rs pota nddidn otl etmeke e
pmyc ar
there,”saysThi r
Kumar, the Sri Lankan whose face features in an inflight Airlines magazine as one of the
best street food vendors in the city. Conversant in five languages, Kumar shares the
recipef ors uccessf
ulstree tve ndin g.“Youha vet ot alkt oc ust
ome r
s.Andyo uha vet o
maintain the same price and quality to keep yo urc us t
ome rbaselo yal

Location not only leads to infighting within vendors but also manages to ruffle
some powerful groups, unfortunately powerful ones. There is no system to allot a
particular place to a vendor but over time, storeowners and business improvement
districts, organizations that represent business owners in specific neighborhoods, through
constant lobbying, have managed to drive out the vendors from many areas. They lobby
for restrictions on vendors because they believe vendors crowd sidewalks and create
competition. The city obliges by closing down busy city sidewalks to vending. “ I
t’sa l
ab o utpowe r,
”s a
ysSe anBa sinski,he adoft heSt reetVe nd orPro ject. “Pe ople who have
lan dd on’ twa n tthev end orst obet he r
e.There are very powerful business interests in
New York city. These people spend a lot of money to get rid of vendors. They have
meetings with the Mayor, they pay money to city councils. Vendors are poor, some of
themdo n ’teve ns peakg oo dEngl i
sh. The yare trying to stay on the streets and work and
all they have is the goodwill of the pe ople.”

But the goodwill clearly does not emanate from lawmakers. For decades now,
New York city mayors have made headlines at the expense of sidewalk vendors. In 1988,
former Mayor Ed Koch passed a law banning street vendors in an attempt to get them to
accept a lottery system to decide their vending locations. More recently, former mayor
Rudolph Giuliani earned lifetime enmity of city vendors when he targeted them through
his quality-of -life campaign. His campaign closed several streets to vendors, including
large-scale removals of vendors from 125th street in Harlem. Current mayor Michael R
Bloomberg i sn ’td oingmuc hbe ttereither. “Bl oombe rgisn ota sb ada stheo the rsbu the
isba dto o,”Basinski says. “ He is hurting the vendors by raising the amount on f i
n e

Fines are just one of the many ways of exploiting the vendors. According to those
wh of ightf o
rt heve nd ors’c ause,e xploitation begins with the very decision to become a
ven dor. “Iti
sve rydi ffi
c ultfors ome o net oge tal i
cens e
. Tha t’sthefirst form of
exp l
oita t
ion,”Ba sinskisays. “Onc et heyge tal i
cens e,t
he yf indo utstreets are closed to
vending, so another form of exploitation. When they try to set up their cart, they find out
police laws are difficult to understand. Tha t’son emore form of exploitation. And after
they manage to set up, they get arrested frequently, and are put in jail.”

According to Basinski, on New York streets, there are almost as many illegal
vendors –those who operate without licenses - as there are licensed vendors. These
vendors are frequently arrested and put in jail. The next morning when they come out,
they return to their business. For most of these people, vending is the only means for a
livelihood and arrests fail to act as deterrent.

Different groups of vendors are continuously fighting among themselves to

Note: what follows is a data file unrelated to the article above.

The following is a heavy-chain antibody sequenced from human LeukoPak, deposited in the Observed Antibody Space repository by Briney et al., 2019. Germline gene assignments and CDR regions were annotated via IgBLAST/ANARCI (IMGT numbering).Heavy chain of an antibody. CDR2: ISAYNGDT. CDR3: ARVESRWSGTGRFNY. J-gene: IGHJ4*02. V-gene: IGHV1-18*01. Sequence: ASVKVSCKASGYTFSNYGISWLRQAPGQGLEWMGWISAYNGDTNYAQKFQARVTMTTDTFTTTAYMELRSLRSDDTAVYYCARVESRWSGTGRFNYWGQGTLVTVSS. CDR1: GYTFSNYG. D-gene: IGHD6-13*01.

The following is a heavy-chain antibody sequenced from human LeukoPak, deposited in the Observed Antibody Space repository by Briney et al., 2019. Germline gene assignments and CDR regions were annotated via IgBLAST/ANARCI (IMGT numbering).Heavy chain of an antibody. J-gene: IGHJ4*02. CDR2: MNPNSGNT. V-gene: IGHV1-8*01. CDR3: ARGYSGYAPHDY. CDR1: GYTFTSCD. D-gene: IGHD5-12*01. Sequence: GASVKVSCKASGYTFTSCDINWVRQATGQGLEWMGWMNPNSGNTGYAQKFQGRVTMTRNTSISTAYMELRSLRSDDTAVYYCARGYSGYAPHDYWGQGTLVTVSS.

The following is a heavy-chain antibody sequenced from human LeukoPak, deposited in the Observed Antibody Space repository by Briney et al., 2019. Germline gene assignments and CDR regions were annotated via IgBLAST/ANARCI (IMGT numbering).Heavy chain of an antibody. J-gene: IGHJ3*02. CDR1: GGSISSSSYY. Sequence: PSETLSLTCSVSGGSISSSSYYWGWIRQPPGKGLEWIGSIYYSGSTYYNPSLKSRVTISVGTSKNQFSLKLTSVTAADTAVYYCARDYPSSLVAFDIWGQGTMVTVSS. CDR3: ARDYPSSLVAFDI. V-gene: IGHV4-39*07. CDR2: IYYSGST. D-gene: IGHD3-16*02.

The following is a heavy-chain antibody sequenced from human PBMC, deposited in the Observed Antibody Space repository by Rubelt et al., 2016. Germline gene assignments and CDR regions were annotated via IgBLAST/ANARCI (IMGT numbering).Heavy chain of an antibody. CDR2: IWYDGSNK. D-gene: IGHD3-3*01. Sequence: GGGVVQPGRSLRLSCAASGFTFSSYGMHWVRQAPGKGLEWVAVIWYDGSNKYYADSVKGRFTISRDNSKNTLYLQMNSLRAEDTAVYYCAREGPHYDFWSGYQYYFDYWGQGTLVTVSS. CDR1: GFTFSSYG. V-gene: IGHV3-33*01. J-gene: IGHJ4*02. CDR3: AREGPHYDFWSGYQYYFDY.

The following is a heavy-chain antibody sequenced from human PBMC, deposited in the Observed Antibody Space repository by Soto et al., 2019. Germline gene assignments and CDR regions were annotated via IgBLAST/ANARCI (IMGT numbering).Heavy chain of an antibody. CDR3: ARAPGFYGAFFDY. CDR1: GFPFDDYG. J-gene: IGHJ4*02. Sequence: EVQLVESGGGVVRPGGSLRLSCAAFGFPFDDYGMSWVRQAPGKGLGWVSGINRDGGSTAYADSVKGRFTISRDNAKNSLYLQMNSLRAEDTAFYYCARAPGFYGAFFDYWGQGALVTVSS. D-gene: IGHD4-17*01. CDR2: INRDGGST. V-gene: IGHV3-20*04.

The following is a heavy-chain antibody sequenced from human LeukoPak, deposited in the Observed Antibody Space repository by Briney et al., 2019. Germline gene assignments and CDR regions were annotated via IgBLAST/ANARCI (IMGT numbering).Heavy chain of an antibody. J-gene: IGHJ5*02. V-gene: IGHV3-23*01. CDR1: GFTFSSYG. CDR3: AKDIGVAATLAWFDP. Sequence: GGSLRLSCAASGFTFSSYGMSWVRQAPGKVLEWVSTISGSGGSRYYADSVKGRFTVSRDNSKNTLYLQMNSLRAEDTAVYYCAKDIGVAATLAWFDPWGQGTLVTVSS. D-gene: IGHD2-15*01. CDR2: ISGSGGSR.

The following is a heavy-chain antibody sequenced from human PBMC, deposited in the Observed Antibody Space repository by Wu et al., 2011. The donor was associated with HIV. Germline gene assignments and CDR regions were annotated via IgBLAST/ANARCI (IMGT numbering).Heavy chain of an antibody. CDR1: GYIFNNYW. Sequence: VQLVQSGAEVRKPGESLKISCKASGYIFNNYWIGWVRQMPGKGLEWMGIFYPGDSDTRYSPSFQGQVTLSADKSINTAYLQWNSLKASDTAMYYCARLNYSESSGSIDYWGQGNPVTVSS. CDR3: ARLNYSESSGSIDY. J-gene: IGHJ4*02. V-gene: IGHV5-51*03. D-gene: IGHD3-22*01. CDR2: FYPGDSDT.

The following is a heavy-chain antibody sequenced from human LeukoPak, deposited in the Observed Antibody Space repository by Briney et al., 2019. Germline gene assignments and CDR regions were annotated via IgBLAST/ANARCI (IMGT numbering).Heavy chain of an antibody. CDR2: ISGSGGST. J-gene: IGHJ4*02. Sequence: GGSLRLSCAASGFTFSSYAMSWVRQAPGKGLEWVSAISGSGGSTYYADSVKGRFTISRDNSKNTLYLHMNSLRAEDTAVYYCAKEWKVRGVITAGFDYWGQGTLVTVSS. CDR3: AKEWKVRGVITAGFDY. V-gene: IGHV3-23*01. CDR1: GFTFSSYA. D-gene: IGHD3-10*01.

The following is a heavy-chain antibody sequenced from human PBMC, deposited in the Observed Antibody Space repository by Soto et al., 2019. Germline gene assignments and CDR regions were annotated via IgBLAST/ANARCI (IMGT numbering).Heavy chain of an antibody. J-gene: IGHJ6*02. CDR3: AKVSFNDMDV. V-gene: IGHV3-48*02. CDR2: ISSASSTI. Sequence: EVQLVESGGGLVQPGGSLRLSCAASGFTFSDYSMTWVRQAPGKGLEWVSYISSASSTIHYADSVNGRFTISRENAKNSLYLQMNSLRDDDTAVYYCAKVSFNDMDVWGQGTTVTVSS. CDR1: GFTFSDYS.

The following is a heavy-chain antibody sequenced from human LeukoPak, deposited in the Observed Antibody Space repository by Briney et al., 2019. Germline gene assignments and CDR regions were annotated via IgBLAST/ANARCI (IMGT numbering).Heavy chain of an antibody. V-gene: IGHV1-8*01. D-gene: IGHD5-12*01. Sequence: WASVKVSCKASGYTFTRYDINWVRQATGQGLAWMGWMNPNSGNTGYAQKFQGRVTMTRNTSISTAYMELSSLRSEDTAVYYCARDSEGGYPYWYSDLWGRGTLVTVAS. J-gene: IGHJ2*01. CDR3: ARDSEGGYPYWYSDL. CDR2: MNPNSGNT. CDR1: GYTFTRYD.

protect their interests, veterans with non-veterans, immigrants with natives, licensed with
unlicensed, old vendors with new ones. But one issue cuts across all these groups –the
antagonistic relationship between the vendors and the police. Vendors allege that the
vending laws are enforced arbitrarily. I tdoe sn’the lpthatapl eth oraofcity agencies are
responsible for regulating the different aspects of the business; the department of health
and mental hygiene, department of sanitation, department of park and recreation,
department of consumer affairs and New York Police Department. Practically every
vendor has stories about getting tickets from police officers even when they felt they
were set up legally. But most prefer to remain silent.
Asked if they faced any police harassment, both Sam and Kumar are quick to
shake their heads in denial. They are wary about talking even on repeated questioning.
ButSl uszkai smor ec and i
d. “
The rea refr
e quenta rrests,
”s hes a
ys .“Al oto fti
me sthes e
vendor sge ttickets( fi
nes)f orp et
tyr easons,andmos toft hetimet here’sjustve rbal
harassme nt .It
’sabi gissue .”

A ticket/fine could cost a vendor anything from $50 to $1000 for a single offence,
leaving him considerably less money for food and rent. “ 30,000 vending tickets are
wr ittene veryye ar,”Ba s i
nskis ays.Vendors allege that many of these tickets are not even
fair. Gotham Gazette quoted a vendor alleging he was often ticketed for setting up his
cart too close to a store even though he had measured the distance and complied with the

Despite occasional run-ins with the law enforcement agencies and all other
hardships, sidewalk vending remains a lucrative and well sought after business. Vending
life improves as a vendor gains regular customers and saves enough money to buy his
own cart. He gains some power within the vending world the longer he stays in the game,
and works up to the more prominent and lucrative locations.

Sam loves the business. He has worked hard to make his way up to owning his
own cart and setting it up at a lucrative college location. “Mys pe cialhome ma dewhi
saucef oryo u,”Sam says as he lifts one bottle from the colorful assortment of sauces and
adds it generously to the bread for his last customer of the day. As he wraps up, his
glance falls over the glass jar overflowing with tips. “ I make a lot of friends,”he
concludes with a smile.